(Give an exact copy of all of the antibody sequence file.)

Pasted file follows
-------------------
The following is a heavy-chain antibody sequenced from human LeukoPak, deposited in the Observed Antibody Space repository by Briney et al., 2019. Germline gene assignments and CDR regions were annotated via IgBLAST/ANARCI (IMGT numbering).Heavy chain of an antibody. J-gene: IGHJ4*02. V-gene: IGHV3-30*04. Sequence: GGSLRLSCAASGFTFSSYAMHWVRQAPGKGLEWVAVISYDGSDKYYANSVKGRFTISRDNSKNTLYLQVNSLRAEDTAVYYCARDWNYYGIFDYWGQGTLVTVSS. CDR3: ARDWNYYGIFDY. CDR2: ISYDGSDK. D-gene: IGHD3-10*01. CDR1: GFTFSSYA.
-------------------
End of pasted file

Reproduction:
The following is a heavy-chain antibody sequenced from human LeukoPak, deposited in the Observed Antibody Space repository by Briney et al., 2019. Germline gene assignments and CDR regions were annotated via IgBLAST/ANARCI (IMGT numbering).Heavy chain of an antibody. J-gene: IGHJ4*02. V-gene: IGHV3-30*04. Sequence: GGSLRLSCAASGFTFSSYAMHWVRQAPGKGLEWVAVISYDGSDKYYANSVKGRFTISRDNSKNTLYLQVNSLRAEDTAVYYCARDWNYYGIFDYWGQGTLVTVSS. CDR3: ARDWNYYGIFDY. CDR2: ISYDGSDK. D-gene: IGHD3-10*01. CDR1: GFTFSSYA.